A publisher recently sent me a 1,000 page book. The paper was perfect in its balance between opacity and thinness, but the margins were too small.
The production designer made a choice–push the text all the way to the edges, allowing the book to shave 20 or 30 pages in length. Sensible.
Except now, every single page seems cramped. The book is tense and can’t relax, and feels faintly amateurish. Why would a missing half-inch strip of white paper matter?
All of our media has margins. Even as computer and phone companies have made bezels ever smaller, we still want there to be a margin, a space between the thing we’re engaging with and the rest of the world. Movies have coming attractions and credits. Record albums have a few seconds between songs. Paintings have a frame, or a wall separating them from the next…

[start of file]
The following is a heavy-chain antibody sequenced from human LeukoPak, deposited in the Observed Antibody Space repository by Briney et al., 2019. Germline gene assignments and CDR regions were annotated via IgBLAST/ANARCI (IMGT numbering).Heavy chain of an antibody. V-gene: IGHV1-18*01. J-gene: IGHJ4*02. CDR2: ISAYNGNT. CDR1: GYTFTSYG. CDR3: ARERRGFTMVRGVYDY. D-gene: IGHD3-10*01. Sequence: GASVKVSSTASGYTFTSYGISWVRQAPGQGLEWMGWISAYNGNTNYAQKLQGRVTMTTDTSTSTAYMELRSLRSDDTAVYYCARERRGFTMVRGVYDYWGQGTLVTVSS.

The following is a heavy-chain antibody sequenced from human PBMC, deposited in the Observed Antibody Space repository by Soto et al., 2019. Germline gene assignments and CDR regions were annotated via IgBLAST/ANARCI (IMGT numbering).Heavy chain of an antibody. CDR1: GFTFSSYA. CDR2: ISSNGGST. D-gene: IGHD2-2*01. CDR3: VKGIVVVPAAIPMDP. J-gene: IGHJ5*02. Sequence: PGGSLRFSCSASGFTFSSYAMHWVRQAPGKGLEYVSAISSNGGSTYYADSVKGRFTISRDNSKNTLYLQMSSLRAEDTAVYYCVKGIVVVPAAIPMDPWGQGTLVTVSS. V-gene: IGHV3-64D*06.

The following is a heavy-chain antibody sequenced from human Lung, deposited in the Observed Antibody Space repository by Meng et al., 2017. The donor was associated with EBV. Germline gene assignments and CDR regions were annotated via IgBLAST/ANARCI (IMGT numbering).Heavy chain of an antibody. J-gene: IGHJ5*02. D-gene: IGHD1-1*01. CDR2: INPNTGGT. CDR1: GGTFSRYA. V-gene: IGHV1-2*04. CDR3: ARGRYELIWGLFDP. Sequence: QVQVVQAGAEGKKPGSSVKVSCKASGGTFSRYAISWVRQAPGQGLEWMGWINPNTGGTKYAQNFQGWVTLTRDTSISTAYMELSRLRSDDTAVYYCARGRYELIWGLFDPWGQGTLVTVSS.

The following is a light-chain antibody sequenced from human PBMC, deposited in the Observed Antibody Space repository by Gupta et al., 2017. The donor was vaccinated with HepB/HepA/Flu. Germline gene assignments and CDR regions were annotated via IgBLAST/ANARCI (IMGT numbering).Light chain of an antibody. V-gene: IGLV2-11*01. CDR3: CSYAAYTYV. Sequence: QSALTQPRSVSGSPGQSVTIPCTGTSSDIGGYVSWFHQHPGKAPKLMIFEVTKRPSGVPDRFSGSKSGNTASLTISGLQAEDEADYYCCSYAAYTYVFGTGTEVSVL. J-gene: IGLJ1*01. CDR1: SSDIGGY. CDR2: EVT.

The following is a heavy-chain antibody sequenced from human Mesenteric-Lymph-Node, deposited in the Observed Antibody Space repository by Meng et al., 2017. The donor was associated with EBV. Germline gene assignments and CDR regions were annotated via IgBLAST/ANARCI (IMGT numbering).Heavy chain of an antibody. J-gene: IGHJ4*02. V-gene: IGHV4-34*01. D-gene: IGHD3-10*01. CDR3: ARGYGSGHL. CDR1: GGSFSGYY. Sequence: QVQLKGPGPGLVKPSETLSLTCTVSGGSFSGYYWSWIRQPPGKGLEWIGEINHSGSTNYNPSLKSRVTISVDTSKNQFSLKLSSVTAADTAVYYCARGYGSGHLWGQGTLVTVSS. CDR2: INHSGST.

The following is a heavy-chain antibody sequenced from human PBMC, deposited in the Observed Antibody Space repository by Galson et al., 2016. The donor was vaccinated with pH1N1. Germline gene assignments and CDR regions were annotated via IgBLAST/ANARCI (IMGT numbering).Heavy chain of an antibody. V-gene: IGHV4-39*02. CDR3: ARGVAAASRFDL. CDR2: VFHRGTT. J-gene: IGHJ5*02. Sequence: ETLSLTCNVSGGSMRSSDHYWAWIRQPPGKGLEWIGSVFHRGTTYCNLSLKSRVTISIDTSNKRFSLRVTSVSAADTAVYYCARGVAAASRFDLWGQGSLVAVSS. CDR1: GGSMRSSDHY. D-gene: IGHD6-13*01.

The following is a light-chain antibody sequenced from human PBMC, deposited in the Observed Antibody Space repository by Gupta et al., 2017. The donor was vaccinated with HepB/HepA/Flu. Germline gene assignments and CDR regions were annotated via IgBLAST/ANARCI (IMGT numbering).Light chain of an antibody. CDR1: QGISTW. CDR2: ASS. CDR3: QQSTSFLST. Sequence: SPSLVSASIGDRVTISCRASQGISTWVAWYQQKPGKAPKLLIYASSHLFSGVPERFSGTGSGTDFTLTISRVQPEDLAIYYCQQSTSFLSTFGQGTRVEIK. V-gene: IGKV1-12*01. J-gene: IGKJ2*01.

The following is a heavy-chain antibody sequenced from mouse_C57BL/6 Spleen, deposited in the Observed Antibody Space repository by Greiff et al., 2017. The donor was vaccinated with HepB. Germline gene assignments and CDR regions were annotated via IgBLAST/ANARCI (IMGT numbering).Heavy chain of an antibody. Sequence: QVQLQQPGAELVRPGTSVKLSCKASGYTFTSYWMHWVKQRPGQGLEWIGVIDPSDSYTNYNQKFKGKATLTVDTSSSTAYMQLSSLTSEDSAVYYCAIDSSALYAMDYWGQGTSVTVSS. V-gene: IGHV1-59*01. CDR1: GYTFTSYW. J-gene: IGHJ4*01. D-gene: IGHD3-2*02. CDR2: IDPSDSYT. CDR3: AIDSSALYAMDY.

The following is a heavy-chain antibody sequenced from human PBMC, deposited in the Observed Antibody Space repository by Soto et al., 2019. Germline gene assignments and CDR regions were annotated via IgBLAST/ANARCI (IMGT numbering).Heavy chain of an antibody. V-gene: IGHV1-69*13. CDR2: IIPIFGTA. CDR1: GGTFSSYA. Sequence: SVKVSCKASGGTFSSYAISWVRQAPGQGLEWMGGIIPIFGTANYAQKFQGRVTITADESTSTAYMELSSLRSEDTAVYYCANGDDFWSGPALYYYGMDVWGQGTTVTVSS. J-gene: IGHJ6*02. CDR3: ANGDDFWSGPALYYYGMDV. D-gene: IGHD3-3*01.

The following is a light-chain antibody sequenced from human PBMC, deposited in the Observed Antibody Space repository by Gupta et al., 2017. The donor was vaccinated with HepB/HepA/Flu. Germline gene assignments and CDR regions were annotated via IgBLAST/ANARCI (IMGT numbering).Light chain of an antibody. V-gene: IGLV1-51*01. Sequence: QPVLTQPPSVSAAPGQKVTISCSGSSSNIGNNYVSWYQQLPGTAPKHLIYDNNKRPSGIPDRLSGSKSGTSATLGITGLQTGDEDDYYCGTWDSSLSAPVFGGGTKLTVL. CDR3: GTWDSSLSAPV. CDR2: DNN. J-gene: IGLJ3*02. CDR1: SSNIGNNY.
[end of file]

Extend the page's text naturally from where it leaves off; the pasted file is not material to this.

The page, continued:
The edges do more than delineate. They give the person encountering the work confidence that a professional made it, someone who has an eye for what seems right and can respect the edges. It takes discipline to only go near the margin when you’re doing it on purpose, to make a point, not all the time.
Jackson Pollock not only abandoned the frame, he violated our understanding of the margin as well. But because he did it with intent, not out of commercial necessity or ignorance, his point was made.
The self-discipline to see the margin and use it as a tool is a gift we offer the consumer of culture.